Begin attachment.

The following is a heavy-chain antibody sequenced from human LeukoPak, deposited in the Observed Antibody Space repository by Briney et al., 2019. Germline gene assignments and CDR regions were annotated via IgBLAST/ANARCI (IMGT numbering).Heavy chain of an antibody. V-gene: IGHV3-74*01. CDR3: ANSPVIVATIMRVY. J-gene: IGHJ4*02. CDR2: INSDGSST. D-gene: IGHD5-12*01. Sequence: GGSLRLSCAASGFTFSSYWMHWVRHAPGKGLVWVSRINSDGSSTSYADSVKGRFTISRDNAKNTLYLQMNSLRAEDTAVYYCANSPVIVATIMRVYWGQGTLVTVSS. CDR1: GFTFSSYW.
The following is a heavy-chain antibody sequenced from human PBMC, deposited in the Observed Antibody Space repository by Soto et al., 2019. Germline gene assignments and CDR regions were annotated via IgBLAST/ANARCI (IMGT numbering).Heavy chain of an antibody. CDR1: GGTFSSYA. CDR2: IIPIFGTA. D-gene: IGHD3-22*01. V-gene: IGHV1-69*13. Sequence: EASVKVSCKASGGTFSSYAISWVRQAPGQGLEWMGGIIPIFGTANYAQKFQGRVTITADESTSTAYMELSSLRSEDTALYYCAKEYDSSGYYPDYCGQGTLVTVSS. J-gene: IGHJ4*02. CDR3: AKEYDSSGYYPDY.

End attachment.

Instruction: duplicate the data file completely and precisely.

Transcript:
The following is a heavy-chain antibody sequenced from human LeukoPak, deposited in the Observed Antibody Space repository by Briney et al., 2019. Germline gene assignments and CDR regions were annotated via IgBLAST/ANARCI (IMGT numbering).Heavy chain of an antibody. V-gene: IGHV3-74*01. CDR3: ANSPVIVATIMRVY. J-gene: IGHJ4*02. CDR2: INSDGSST. D-gene: IGHD5-12*01. Sequence: GGSLRLSCAASGFTFSSYWMHWVRHAPGKGLVWVSRINSDGSSTSYADSVKGRFTISRDNAKNTLYLQMNSLRAEDTAVYYCANSPVIVATIMRVYWGQGTLVTVSS. CDR1: GFTFSSYW.
The following is a heavy-chain antibody sequenced from human PBMC, deposited in the Observed Antibody Space repository by Soto et al., 2019. Germline gene assignments and CDR regions were annotated via IgBLAST/ANARCI (IMGT numbering).Heavy chain of an antibody. CDR1: GGTFSSYA. CDR2: IIPIFGTA. D-gene: IGHD3-22*01. V-gene: IGHV1-69*13. Sequence: EASVKVSCKASGGTFSSYAISWVRQAPGQGLEWMGGIIPIFGTANYAQKFQGRVTITADESTSTAYMELSSLRSEDTALYYCAKEYDSSGYYPDYCGQGTLVTVSS. J-gene: IGHJ4*02. CDR3: AKEYDSSGYYPDY.